Quantcast

Colorado highway “slowdown” sparks debate on toll roads

August 11, 2005

By Daniel Sorid

SAN FRANCISCO (Reuters) – A stretch of country highway near
Denver has become an unlikely rallying point for opponents of
the privatization and tolling of roads.

The highway, known as Tower Road, was inexplicably slowed
several years ago to 40 miles per hour from 55, and traffic
lights appeared at three intersections.

The move had locals in the town of Commerce City, Colorado,
population 35,000, scratching their heads. Just as a new toll
road had opened up near the town, their lightly traveled local
thoroughfare got a lot slower.

Newly disclosed documents show that, as part of a
non-compete agreement with the toll road authority 10 years
ago, officials from the town of Commerce City agreed to
intentionally slow down the road — now much busier with hotels
and office buildings — to discourage drivers from skipping out
on paying to use the toll highway.

“They didn’t want to have Tower Road be a competitive
thoroughfare,” said Robert Gehler, the Commerce City attorney,
who was a part of the negotiations.

The disclosure of the Tower Road slowdown — discovered by
an inquisitive Colorado resident who posted it on the blog
http://www.unbossed.com — shines a light on the touchy issue
of non-compete agreements, which are a common component of toll
roads.

The issue is likely to become even more pressing now that
President George W. Bush has signed the federal highway bill,
which includes a $15 billion bonding provision designed to
increase toll-road investment.

FREE MARKET OR FIXED MARKET?

The nation’s fixation with highway travel began in the
1790s with Pennsylvania’s stone and gravel Lancaster Turnpike,
the first major toll road, that cost about $2.25 to travel its
entire 62 miles from Philadelphia to Lancaster.

Proponents of tolled roads, which can be operated by
private companies, partnerships of government and business, or
by governments alone, say that in congested urban areas tolls
ensure that a scarce resource is allotted fairly.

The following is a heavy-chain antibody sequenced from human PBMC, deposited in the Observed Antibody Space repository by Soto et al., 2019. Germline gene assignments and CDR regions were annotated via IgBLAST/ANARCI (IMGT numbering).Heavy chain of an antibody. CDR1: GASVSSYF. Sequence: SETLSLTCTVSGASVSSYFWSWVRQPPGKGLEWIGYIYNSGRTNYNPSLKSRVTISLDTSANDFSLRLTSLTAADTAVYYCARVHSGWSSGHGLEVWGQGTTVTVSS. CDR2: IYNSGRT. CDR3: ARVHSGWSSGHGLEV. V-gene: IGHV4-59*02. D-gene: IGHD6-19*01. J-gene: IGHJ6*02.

They also say that toll roads are the future of the U.S.
road system, at least for the foreseeable future, since budgets
for new highway projects are far tighter. Today, 23 states
permit private participation in road building, and five of six
major private projects include non-compete clauses to ensure
viability of the roads.

Opponents, however, say non-compete agreements, or at least
some of their terms, violate free-market principles.

“They’re putting a thumb on the scale,” said Ellen Dannin,
a law professor at Wayne State University who studies
privatization.

Non-competes, she said, highlight the difficulty that many
toll-road agencies are having meeting revenue targets.

In Southern California, where road congestion is a way of
life, the state’s first experiment with private toll roads
ended in controversy when private owners of express lanes
successfully fought an effort by officials to expand the
parallel free lanes of a state highway.

Commuters, outraged that a non-compete agreement with a
profit-seeking business prevented the highway expansion,
complained, leading to the sale of the road back to the
government.

Karen Hedlund, an authority on toll roads and a
Virginia-based partner at Nossaman, Guthner, Knox & Elliott
LLP, said non-competes serve a valuable purpose: they ensure
that investors in toll roads will not suddenly have to compete
with new highways after laying out billions of dollars up
front.

Nevertheless, the idea of intentionally slowing down a
public road is something, Hedlund said, that would never be
written into modern-day, non-compete agreements. “We’re
involved in toll roads across the country, and I’ve never heard
of such a thing,” Hedlund said.

SLOWER ROAD AHEAD

John Pommer, the chairman of the Colorado general
assembly’s transportation and energy committee, said the idea
of paying for unnecessary traffic lights to convince drivers to
avoid a free road sounded unusual.

“Good grief,” Pommer said, “That sounds like a pretty raw
deal.” He plans to inquire about the Commerce City agreement
during a previously scheduled hearing on Thursday with
officials of the toll road, which is called E-470.

Completed in 2003, the E-470 beltway runs for 47 miles
along the eastern perimeter of the Denver area. It costs $8.50
to drive the length of the road, which is owned by a group of
local jurisdictions.

While technically public, the highway authority is run like
a business, with revenue targets and customer service closely
monitored, said Edward DeLozier, the executive director.

DeLozier said the Commerce City slowdown had been
negotiated by his predecessor. Today, he said, the road
competes on service, and does not view local roads as
competition.

If Commerce City wanted to raise the speed limit, he said,
he would take the matter to the authority’s board.




comments powered by Disqus